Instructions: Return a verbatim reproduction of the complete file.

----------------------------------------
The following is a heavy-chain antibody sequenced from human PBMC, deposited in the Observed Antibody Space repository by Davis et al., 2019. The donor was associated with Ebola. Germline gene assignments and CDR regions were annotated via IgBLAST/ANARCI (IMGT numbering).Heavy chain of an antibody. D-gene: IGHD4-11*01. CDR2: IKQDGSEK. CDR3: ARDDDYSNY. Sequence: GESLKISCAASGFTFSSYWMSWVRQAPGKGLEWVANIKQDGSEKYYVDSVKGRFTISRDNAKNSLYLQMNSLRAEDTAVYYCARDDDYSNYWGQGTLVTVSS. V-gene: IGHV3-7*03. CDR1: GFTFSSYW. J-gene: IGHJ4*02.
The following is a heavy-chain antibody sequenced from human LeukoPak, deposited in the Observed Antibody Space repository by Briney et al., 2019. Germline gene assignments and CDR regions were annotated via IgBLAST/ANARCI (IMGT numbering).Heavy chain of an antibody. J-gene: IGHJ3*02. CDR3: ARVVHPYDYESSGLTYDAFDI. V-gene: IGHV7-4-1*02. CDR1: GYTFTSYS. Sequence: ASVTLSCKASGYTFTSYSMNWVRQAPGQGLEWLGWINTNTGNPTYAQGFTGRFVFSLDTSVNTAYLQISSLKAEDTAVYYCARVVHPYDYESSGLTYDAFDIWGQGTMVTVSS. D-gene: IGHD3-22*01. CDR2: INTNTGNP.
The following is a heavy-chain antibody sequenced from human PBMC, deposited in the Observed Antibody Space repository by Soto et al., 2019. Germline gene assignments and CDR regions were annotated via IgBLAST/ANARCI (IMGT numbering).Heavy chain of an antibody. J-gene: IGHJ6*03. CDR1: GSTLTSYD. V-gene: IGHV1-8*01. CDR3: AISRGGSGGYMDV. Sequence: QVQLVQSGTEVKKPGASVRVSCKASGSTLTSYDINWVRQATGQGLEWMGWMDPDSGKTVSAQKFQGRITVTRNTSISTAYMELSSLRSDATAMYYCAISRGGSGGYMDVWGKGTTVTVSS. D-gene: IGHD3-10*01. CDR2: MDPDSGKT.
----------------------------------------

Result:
The following is a heavy-chain antibody sequenced from human PBMC, deposited in the Observed Antibody Space repository by Davis et al., 2019. The donor was associated with Ebola. Germline gene assignments and CDR regions were annotated via IgBLAST/ANARCI (IMGT numbering).Heavy chain of an antibody. D-gene: IGHD4-11*01. CDR2: IKQDGSEK. CDR3: ARDDDYSNY. Sequence: GESLKISCAASGFTFSSYWMSWVRQAPGKGLEWVANIKQDGSEKYYVDSVKGRFTISRDNAKNSLYLQMNSLRAEDTAVYYCARDDDYSNYWGQGTLVTVSS. V-gene: IGHV3-7*03. CDR1: GFTFSSYW. J-gene: IGHJ4*02.
The following is a heavy-chain antibody sequenced from human LeukoPak, deposited in the Observed Antibody Space repository by Briney et al., 2019. Germline gene assignments and CDR regions were annotated via IgBLAST/ANARCI (IMGT numbering).Heavy chain of an antibody. J-gene: IGHJ3*02. CDR3: ARVVHPYDYESSGLTYDAFDI. V-gene: IGHV7-4-1*02. CDR1: GYTFTSYS. Sequence: ASVTLSCKASGYTFTSYSMNWVRQAPGQGLEWLGWINTNTGNPTYAQGFTGRFVFSLDTSVNTAYLQISSLKAEDTAVYYCARVVHPYDYESSGLTYDAFDIWGQGTMVTVSS. D-gene: IGHD3-22*01. CDR2: INTNTGNP.
The following is a heavy-chain antibody sequenced from human PBMC, deposited in the Observed Antibody Space repository by Soto et al., 2019. Germline gene assignments and CDR regions were annotated via IgBLAST/ANARCI (IMGT numbering).Heavy chain of an antibody. J-gene: IGHJ6*03. CDR1: GSTLTSYD. V-gene: IGHV1-8*01. CDR3: AISRGGSGGYMDV. Sequence: QVQLVQSGTEVKKPGASVRVSCKASGSTLTSYDINWVRQATGQGLEWMGWMDPDSGKTVSAQKFQGRITVTRNTSISTAYMELSSLRSDATAMYYCAISRGGSGGYMDVWGKGTTVTVSS. D-gene: IGHD3-10*01. CDR2: MDPDSGKT.